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Human Trafficking: Recognize and Rescue

Human trafficking is a fast-growing, ubiquitous crime. Annually, experts from the Department of State estimate that 24.9 million people are trafficked across the globe. Of these 24.9 million, about 10,000 are rescued each year. Recently, TeamHealth hosted a continuing education webinar on how to recognize and intervene in human trafficking.

What is Human Trafficking?

The Department of State defines human trafficking as “[compelling] victims to engage in commercial sex and to work in both legal and illicit industries and sectors.” Human trafficking can look vastly different depending on the situation. There is no unanimous “trafficking story.” The $150 billion industry is present in all communities and zip codes.

While any person can be illegally trafficked, some people are more vulnerable to trafficking, including:

  • Immigrants or migrant laborers
  • Individuals from marginalized communities, particularly girls and women
  • Children and youth who are homeless or runaways
  • Non-English speaking people
  • Individuals with substance use issues
  • Individuals with mental health disorders

Is Human Trafficking a Healthcare Issue?

Human trafficking is not only a crime, it is a human rights abuse. It is also a prominent healthcare issue. According to the Polaris Project, almost 88% of human trafficking victims were seen by a clinician or attempted to access healthcare services while trafficked.

Medical professionals may come into contact with people who are trafficked in a variety of healthcare settings. However, most points of contact occur in emergency departments. Because of this, clinicians must be aware of trafficking, be able to recognize signs and have the resources to intervene.

Human Trafficking Recognition

Recognizing human trafficking is not always easy. Some cases are more detectable. Others are much more subtle and require attention and patience. Here are some tips to help healthcare professionals recognize trafficking.

Understand the lived experiences of survivors

To identify human trafficking, clinicians must understand the many forms it can take. One of the best sources of information is the accounts of survivors who have shared their stories. Compassion and empathy are key aspects of any potential human trafficking scenario. Clinicians must allow patients to recognize them as professionals who want to help and make them feel safe.

Ask questions and make it a priority

Taking the time to ask questions and listen to patients is crucial. Some victims, particularly children, may be unable to answer seemingly simple questions. These can include, “where do you go to school” or “what street do you live on?” Just as clinicians would search for signs of domestic violence, it must be a priority to search for signs of trafficking.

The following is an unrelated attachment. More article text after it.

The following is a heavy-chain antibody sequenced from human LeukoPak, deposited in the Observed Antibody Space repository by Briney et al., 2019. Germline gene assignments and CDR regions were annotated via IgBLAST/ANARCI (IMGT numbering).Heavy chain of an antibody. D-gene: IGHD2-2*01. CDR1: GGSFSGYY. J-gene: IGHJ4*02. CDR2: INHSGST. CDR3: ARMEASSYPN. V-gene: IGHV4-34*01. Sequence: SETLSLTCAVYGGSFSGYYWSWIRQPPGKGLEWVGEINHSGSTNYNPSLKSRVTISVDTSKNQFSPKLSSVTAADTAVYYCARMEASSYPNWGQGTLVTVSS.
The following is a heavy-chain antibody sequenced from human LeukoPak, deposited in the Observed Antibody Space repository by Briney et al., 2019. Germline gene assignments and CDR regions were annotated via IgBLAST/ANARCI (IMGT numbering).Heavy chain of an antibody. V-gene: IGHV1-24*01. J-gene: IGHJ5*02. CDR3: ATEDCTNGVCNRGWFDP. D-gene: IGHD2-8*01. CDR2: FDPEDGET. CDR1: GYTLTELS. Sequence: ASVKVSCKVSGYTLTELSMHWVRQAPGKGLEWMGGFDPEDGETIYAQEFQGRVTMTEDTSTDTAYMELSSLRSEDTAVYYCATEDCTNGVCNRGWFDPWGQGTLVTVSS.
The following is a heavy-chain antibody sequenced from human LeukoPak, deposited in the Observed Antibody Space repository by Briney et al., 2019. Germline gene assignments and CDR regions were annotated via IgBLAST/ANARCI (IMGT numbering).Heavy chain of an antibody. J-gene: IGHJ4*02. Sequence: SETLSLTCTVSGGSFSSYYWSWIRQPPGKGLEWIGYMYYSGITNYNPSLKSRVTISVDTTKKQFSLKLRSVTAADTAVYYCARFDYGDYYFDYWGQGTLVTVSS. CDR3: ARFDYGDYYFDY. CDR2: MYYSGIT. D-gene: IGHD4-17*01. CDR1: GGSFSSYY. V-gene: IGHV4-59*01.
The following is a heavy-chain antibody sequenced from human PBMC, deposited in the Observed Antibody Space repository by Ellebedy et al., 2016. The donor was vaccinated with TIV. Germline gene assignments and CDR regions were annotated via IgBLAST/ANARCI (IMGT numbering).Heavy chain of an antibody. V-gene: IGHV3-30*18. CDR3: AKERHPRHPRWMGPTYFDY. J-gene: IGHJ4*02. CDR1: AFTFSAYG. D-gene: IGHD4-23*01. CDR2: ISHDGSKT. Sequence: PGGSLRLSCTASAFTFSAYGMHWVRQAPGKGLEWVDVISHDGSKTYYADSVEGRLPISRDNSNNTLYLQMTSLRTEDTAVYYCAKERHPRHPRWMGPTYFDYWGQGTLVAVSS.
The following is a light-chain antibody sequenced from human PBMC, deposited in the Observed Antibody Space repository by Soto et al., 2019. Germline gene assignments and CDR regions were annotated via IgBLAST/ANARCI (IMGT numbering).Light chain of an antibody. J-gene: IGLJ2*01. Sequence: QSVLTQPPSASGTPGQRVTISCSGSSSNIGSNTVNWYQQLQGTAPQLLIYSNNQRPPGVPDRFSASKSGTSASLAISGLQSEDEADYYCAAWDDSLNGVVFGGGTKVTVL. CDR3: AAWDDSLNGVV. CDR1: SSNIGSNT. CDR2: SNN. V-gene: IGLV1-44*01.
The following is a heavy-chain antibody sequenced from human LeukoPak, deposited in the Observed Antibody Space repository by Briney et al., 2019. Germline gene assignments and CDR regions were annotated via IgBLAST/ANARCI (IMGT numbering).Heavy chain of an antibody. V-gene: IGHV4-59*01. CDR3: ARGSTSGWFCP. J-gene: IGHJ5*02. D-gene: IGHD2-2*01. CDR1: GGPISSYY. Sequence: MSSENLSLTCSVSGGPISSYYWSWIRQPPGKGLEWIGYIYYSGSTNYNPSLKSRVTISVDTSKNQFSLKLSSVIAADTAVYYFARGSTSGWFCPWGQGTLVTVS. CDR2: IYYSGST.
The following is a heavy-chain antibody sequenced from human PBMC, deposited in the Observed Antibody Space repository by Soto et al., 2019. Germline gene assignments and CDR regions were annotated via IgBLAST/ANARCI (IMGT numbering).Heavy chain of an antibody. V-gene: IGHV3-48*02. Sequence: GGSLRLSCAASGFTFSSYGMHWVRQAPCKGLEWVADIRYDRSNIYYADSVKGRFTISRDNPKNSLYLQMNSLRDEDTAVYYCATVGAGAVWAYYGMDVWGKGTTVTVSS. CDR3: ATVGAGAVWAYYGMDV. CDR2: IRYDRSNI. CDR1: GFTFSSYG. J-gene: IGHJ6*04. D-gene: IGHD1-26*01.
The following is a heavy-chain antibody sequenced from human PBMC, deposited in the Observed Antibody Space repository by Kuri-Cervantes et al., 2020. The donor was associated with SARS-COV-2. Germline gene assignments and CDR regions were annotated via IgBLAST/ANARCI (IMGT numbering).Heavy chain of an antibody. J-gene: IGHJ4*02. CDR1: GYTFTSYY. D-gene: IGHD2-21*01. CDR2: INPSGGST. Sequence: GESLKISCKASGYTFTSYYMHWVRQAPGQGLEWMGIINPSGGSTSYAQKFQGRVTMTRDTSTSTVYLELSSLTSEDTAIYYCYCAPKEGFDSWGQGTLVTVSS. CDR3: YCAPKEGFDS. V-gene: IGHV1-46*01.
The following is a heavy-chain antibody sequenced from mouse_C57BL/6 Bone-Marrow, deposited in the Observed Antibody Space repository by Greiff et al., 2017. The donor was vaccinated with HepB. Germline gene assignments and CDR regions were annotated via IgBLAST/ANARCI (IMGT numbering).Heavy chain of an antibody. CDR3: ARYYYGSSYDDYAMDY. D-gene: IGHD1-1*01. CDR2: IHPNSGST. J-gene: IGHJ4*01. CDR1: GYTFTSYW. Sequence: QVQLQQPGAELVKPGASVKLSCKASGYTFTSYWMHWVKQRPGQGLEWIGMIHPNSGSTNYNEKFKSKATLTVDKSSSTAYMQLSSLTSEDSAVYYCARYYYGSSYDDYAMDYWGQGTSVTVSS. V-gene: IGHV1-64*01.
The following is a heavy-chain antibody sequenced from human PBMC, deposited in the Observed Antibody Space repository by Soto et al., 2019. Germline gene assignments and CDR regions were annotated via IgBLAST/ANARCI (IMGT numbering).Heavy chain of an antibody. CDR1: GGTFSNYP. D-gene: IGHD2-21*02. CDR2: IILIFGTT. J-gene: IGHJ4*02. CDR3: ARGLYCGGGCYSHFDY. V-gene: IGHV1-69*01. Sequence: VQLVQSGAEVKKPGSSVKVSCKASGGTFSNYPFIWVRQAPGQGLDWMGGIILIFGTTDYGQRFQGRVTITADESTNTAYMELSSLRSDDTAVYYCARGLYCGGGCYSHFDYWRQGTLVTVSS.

Adjust language and perception

It’s important to understand that not all patients will resonate with the word “trafficked.” Clinicians should meet patients where they are – ask how they eat, how they survive. Moreover, any preconceived notion of what a “victim” looks like should be cast aside. Because trafficking is so varied, it takes time, energy and awareness to identify.

Identify physical signs and red flags

Not all cases of trafficking present the same way. In some cases, a patient may have recurrent sexually transmitted diseases or physical injuries. In the case of Dr. Schramski’s team, the patient had multiple human bite marks. Yet, not all patients may present with trafficking-related symptoms.

Identify environmental signs

Clinicians must also consider environmental red flags. This is particularly true for patients without physical signs. Patients may have an authority figure with them who does not allow them to speak or they may be on their phones much of the time, for example.

Human Trafficking Rescue

Intervening in human trafficking cases requires a robust list of resources easily accessible to staff. Once staff recognize a victim and ensure they are safe, they should begin identifying ways to connect them with resources. Here is a brief list that should be the foundation of any response protocol:

  • Hospital or facility social worker
  • National Polaris Project
  • Local, state and regional taskforces
  • Area non-profits for shelter, food, mental health services and more

Not all people being trafficked will respond to attempts at rescue. Adults have the right to leave or refuse resources. In these cases, clinical staff should let it be known that their medical setting is a safe place that the person can return to when they are ready. However, every state has a mandatory reporting law for minors. Staff must notify law enforcement of illegal human trafficking of minors when discovered.

If you or someone you know is a victim of trafficking, reach the Human Trafficking Hotline, a 24/7 confidential resource, by calling 1-888-373-7888 (TTY: 711) or by texting 233733. The Polaris Project has vast resources and information.